To manage the stress hormones, start a regular meditation or exercise practice or allow yourself to slow down and take breaks, rather than constantly rushing around. Our bodies were designed to alternate periods of effort with rest and recovery, rather than always being on the go.

Interrupt Cycles of Worry And Rumination
If you find yourself worrying about all the things that can go wrong, practice getting out of your head and back to the present moment. Focus on your senses, which creates a feeling of calm and grounding. For example, if you’re getting stressed because you’re stuck in traffic, deliberately focus on the color and shape of the trees around you.

Ditch the Perfectionism
Telling yourself that you’re only human and don’t need to do everything perfectly can reduce the feeling of being overwhelmed. Decide if there are some aspects of the stressful task that you can let go of, or do quickly and efficiently.

Focus On the Long-Term Goal
Think about how managing this stressor can get you closer to your long-term goal. For example, if you are nervous about speaking in public, getting some practice can improve your expertise and make you more comfortable with speaking.

Let Stories Inspire You
Think about people who know or have read about who have gotten through difficult times or learned how to master stress. For example, the movie “Sully” tells the story of Captain Sullenberger who averted catastrophe by safely landing a plane in the Hudson River, after the plane was disabled by striking a flock of Canadian geese.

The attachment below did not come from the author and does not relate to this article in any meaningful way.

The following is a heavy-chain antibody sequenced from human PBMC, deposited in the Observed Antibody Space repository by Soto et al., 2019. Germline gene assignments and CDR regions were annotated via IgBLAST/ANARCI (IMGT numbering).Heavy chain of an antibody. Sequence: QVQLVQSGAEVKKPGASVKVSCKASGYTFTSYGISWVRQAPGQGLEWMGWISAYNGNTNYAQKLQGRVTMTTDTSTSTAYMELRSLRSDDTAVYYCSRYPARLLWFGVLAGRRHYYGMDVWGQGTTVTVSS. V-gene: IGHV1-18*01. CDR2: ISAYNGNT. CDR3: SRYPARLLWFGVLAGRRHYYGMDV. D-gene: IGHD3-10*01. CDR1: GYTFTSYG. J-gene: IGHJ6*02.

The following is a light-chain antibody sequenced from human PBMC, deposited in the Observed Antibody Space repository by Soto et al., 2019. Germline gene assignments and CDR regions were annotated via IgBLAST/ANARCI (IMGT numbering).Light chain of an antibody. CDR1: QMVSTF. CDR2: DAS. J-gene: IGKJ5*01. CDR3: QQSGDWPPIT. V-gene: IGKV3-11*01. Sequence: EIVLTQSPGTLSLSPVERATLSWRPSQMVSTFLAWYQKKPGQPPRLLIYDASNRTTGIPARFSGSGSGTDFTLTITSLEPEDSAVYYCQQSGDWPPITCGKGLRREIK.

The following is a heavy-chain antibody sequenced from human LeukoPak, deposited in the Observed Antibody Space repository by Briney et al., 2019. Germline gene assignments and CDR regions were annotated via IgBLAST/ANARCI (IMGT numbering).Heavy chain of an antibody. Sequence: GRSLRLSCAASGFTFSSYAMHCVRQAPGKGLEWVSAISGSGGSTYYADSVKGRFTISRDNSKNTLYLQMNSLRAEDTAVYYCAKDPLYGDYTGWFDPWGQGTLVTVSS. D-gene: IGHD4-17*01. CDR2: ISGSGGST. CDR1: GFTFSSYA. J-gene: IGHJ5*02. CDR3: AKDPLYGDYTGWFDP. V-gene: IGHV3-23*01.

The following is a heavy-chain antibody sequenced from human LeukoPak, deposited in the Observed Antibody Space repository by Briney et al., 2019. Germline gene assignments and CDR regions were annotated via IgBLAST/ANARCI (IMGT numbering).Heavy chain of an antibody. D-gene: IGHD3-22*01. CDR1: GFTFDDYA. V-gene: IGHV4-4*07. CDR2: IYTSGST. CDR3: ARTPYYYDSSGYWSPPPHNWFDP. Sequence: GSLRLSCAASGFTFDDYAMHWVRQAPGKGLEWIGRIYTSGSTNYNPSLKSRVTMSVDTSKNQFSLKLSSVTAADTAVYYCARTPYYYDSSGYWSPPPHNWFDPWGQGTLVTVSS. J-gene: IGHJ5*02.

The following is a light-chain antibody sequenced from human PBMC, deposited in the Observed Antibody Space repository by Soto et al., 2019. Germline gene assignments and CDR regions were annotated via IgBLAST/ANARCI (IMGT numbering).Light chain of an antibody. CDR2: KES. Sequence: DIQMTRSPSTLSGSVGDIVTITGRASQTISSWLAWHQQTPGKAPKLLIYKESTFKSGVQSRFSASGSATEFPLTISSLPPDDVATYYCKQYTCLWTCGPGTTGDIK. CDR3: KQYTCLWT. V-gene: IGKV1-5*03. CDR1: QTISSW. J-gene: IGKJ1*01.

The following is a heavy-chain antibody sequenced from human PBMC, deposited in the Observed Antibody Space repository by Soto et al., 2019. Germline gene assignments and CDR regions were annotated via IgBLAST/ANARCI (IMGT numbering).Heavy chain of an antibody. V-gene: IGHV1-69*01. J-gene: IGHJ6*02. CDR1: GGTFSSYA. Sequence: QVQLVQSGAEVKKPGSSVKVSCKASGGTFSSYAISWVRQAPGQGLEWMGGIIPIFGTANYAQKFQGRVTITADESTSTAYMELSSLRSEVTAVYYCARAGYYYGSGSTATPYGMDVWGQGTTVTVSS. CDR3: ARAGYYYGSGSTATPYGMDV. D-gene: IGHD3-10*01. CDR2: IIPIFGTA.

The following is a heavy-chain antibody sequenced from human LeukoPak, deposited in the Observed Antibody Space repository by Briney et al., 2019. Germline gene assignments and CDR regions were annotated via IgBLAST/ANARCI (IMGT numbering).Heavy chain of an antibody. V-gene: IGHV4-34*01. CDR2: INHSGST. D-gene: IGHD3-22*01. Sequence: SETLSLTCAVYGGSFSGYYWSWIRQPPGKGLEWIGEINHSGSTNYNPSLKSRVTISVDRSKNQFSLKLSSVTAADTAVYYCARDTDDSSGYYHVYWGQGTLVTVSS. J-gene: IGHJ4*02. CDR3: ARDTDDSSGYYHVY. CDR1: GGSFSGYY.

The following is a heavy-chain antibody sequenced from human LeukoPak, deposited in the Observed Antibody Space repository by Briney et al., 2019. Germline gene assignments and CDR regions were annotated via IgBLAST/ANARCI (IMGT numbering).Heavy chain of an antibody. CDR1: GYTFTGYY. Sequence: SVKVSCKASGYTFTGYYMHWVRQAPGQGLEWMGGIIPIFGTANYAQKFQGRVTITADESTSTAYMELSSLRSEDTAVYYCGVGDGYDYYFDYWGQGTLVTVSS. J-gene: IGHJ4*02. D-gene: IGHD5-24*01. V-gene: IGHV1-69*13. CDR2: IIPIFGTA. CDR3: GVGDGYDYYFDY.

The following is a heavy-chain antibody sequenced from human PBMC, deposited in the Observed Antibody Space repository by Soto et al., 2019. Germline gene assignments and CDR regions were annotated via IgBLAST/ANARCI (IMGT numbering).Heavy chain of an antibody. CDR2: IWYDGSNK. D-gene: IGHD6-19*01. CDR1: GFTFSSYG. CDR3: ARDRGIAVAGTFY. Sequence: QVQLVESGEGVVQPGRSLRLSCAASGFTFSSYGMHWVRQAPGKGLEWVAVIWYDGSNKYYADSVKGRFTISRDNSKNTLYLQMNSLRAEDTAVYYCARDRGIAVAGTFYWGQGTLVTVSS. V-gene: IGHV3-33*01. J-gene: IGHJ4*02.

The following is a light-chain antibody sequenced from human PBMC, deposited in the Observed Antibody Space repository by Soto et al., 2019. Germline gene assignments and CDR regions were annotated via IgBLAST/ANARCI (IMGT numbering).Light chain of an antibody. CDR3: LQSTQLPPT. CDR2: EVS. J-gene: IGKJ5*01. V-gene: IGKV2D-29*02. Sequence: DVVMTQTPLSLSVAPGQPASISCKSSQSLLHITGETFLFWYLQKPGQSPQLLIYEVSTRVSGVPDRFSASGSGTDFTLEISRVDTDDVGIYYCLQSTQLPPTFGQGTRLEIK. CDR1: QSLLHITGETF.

My new book The Stress-Proof Brain (New Harbinger, 2017) provides a variety of practical tools based on mindfulness and neuroscience to help you re-orient your thinking to become more resilient in the face of stress.

Related: Stress and Depression: Lifestyle Factors

Conclusion

It’s not just the type of stressors you face that make a difference to your health and happiness. Rather, your general attitude and approach towards stress can affect not only your mood and thinking, but even your body’s hormonal response. Rather than focusing on what can go wrong, focus on the skills and attributes you have or can learn that will help you master the stressor and thrive!

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Author

Expert Author : Melanie Greenberg (Consumer Health Digest)

Melanie Greenberg, Ph.D., a practicing psychologist in Mill Valley, California, is an expert on stress, the brain, and mindfulness. She writes the Mindful Self-Express blog for Psychology Today. Melanie regularly appears on radio shows and as an expert in national media. She also provides coaching to executives and entrepreneurs. Her new book, The Stress-Proof Brain was released in February, 2017